The knee on belly position is quite possibly one of the most dominant platforms in all of BJJ.
It’s hard to beat the feeling of establishing the position and keeping it as you hunt for submissions and opportunities to transition. Along with its dominant properties, the knee on belly is also a great place to mount some devastating arm attacks.
My first experiences with the position were quite brief. As a beginner, I found it a bit difficult to establish control and stay in the position for an extended period of time, but as I progressed, I began to prefer the knee on belly to standard side control, especially when passing. During a guard pass, there’s always that threat of being put back in to the guard before you get the chance to cement your pass. The knee on belly provided me with a more accessible way to make my guard passes stick. Almost like a shortcut if you will. Once I made it to the knee on belly, I could choose to stay and work from there or simply drop down into a form of side control after riding out the storm for a moment.
There are some great methods of attack from the knee on belly depending on your preference and of course, your partner’s reactions. The arm bar happens to be one of the most common of these attacks. In this video, Lachlan Giles shows us how to attack two different arm bars from the knee on belly position. Let’s have a look!
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Attack 1 – Near Side Armbar
Giles begins with demonstrating one of the cardinal sins of being on the bottom in a knee of belly position. Any kind of reaching here will almost certainly get you arm barred from the near side. The good news is, we only need one or two learning experiencing to commit this blunder to memory.
Giles being by discussing the transitional period between the pass to the knee on belly. Here he uses a toreando style pass as an example. As he begins to pass the guard, his partner will more than likely block his shoulders, as his hips are too far away, and if the focus is not on the hips, the guard pass is given up very easily. With his partners attention on the shoulder, Giles takes advantage of the gap, and penetrates his knee in to the space to establish the knee on belly.
Its likely here that the bottom player will now retract the arms and begin to focus on Giles lower body to defend. For this reason, Giles feels it’s best to catch this particular submission during the transition. As he is completing the pass and feels his partner pushing on his shoulder, he shoots his right instep high in to the armpit, keeps his hips low and creates a bit of an angel. Look to grab the underside of your partner’s shoulder here with your instep as a reference point. Giles then passes his leg over his partner’s head, bites hard with his heel to keep the shoulders from moving, and sits back with the arm for the finish.
You can definitely understand why this particular attack works so well in the transition. If there’s any kind of experience on the other end of the exchange, the chances are the arms won’t be extended and available once you settle in. Look for this one during the pass!
Attack 2 – Far Side Armbar
Passing up the nearside attack, Giles settle sin to knee on belly this time. As his partner moves, Giles stays close, using his outside leg to stay mobile and track his partner. As his partner pushes on his knee, a pocket of space opens up for Giles to acquire an under hook.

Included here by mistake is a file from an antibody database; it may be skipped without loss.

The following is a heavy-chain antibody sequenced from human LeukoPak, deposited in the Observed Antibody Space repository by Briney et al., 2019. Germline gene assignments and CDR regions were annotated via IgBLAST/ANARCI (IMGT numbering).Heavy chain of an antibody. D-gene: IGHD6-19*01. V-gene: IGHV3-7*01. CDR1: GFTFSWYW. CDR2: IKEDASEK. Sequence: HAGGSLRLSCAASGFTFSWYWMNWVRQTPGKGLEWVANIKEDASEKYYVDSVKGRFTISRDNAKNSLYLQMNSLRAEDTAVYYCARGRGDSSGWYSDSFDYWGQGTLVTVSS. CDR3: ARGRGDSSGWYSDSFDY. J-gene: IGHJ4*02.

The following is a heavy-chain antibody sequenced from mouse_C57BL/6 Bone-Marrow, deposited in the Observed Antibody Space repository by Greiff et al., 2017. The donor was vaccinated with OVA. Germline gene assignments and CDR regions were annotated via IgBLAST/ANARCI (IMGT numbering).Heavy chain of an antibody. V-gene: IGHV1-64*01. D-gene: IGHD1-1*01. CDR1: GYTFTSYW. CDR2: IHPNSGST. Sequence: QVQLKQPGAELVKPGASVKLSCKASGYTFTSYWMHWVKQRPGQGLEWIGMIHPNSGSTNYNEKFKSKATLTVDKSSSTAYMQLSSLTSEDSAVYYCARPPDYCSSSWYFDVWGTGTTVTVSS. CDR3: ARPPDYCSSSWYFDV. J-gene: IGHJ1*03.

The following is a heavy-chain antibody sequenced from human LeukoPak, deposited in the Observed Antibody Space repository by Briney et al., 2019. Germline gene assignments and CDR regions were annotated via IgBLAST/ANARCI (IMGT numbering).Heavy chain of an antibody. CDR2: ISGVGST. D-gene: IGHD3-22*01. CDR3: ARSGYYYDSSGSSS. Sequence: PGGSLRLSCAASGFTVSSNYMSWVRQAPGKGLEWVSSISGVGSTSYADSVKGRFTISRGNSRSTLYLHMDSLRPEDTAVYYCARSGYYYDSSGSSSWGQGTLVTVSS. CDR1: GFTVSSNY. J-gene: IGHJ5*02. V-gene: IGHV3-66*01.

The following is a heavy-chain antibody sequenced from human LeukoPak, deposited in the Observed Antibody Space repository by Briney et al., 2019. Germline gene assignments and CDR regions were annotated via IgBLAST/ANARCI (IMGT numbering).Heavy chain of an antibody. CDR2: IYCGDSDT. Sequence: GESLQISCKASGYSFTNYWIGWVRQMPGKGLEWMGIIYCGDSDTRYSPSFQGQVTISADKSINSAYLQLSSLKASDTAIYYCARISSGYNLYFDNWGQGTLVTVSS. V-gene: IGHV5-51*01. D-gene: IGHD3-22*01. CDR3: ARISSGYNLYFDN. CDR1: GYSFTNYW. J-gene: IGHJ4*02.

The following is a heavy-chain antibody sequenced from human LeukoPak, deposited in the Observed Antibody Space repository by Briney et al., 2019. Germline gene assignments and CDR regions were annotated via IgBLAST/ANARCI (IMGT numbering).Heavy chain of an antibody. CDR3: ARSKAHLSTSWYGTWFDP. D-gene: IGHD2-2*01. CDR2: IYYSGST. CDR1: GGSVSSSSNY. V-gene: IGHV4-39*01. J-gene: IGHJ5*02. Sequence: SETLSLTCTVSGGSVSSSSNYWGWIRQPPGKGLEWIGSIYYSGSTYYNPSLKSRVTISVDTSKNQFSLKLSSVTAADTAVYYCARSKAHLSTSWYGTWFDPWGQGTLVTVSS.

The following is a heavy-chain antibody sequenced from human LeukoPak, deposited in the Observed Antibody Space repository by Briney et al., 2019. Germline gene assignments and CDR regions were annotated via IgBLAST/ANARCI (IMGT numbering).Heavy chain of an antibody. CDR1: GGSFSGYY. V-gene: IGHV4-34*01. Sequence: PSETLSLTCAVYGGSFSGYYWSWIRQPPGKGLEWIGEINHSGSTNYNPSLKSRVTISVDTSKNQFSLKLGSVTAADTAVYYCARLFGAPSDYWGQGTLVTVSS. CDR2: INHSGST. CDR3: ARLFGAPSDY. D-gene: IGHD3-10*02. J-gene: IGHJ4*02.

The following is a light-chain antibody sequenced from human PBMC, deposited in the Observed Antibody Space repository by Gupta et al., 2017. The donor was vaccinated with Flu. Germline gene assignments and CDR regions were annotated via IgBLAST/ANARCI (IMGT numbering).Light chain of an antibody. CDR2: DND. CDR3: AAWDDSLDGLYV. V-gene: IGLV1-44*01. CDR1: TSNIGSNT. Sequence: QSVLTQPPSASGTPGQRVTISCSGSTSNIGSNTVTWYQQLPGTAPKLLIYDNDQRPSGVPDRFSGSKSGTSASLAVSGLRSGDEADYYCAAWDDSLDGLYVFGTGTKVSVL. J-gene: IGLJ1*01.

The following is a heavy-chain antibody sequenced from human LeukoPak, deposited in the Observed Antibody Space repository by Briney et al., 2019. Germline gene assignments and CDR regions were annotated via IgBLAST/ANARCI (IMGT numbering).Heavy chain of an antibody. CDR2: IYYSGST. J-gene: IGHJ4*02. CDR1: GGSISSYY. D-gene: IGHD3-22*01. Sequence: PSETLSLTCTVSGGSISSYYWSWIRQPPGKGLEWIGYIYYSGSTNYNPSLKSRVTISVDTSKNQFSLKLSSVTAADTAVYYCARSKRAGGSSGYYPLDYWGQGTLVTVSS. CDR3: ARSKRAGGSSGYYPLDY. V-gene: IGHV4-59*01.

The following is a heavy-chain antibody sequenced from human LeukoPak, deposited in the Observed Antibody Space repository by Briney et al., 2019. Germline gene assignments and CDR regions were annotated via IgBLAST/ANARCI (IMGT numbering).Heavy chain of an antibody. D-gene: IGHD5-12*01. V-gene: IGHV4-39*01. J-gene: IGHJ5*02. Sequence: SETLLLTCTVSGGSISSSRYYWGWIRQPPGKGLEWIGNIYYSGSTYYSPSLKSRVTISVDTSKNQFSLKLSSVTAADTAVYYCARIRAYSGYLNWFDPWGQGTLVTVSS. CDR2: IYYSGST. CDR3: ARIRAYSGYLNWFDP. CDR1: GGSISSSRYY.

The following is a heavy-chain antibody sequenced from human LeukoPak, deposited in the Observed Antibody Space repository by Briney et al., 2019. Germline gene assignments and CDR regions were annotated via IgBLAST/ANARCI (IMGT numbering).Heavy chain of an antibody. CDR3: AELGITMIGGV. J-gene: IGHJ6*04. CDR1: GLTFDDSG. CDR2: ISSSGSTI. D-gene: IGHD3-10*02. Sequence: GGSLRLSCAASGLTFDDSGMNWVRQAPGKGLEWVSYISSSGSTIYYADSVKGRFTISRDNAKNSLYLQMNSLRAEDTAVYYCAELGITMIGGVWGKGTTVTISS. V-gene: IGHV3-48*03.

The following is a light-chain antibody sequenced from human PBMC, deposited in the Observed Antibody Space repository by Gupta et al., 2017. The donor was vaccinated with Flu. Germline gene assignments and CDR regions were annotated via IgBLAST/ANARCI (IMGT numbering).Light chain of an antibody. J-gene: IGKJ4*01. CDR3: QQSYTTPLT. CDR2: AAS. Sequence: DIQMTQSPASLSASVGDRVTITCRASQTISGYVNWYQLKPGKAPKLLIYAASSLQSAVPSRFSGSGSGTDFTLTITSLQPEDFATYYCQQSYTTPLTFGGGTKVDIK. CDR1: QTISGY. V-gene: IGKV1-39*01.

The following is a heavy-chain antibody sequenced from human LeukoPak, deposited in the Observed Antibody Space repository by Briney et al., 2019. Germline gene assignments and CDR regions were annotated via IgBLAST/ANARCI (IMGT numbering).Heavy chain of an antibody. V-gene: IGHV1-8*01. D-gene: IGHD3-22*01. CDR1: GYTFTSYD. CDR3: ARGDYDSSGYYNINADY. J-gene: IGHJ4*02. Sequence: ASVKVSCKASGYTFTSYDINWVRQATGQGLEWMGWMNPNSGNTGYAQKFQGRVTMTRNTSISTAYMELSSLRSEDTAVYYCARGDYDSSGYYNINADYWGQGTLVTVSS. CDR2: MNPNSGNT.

Giles reaches deep in to the under hook and cups the bottom man’s shoulder. Here he uses a technique that he refers to as an “up and crush”. Using his far hand as a post, He employs his cupping grip to pull his partner up on to his side, burying his own elbow to the opposite side and putting pressure downward toward the ribcage.
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Pushing down on the head t clear the path, Giles now takes a step around his partners head to the other side. Before performing this step, Giles leans toward his partner hips, constricting the arm that’s under attack, and making the leg he’s about to swing over a bit lighter and more mobile. As he clears the head with his foot, he places it low on his partner’s body, creating a wedge. This keeps his partner from easily rolling back to his back. With his feet planted firmly on the mat, Giles now begins to rotate his body. Lifting his hips slightly and keeping his feet in place, this rotation leads Giles to a seated position on the opposite side of where he started. He makes sure to bite hard once again with his heel to control the head and shoulders and sits back for the finish. Giles recommends landing at least 90 degrees to your opponent, as landing closer to the head than hips may get you in a bit of trouble when dealing with the efforts of escape from the bottom player.
These are perfect entry level submission from the knee on belly position, and these are scenarios that present themselves quite frequently. As you’re passing around the guard, it’s a great idea to keep an eye out for that near side arm bar, as you will encounter that push from time to time. Be ready and sang that arm.
As for the second variation, we now know that anytime someone pushes on our knee, there is probably an under hook available. Exploit this common knee push by attacking that far side arm. Worst case scenario, you secure an under hook and drop back down in to side mount with a great set of controls.
I hope you enjoyed this little study of the arm bar from the knee on belly. It’s always a pleasure to learn from Giles, as his instruction is incredibly detailed and the techniques are always applicable! Good luck!
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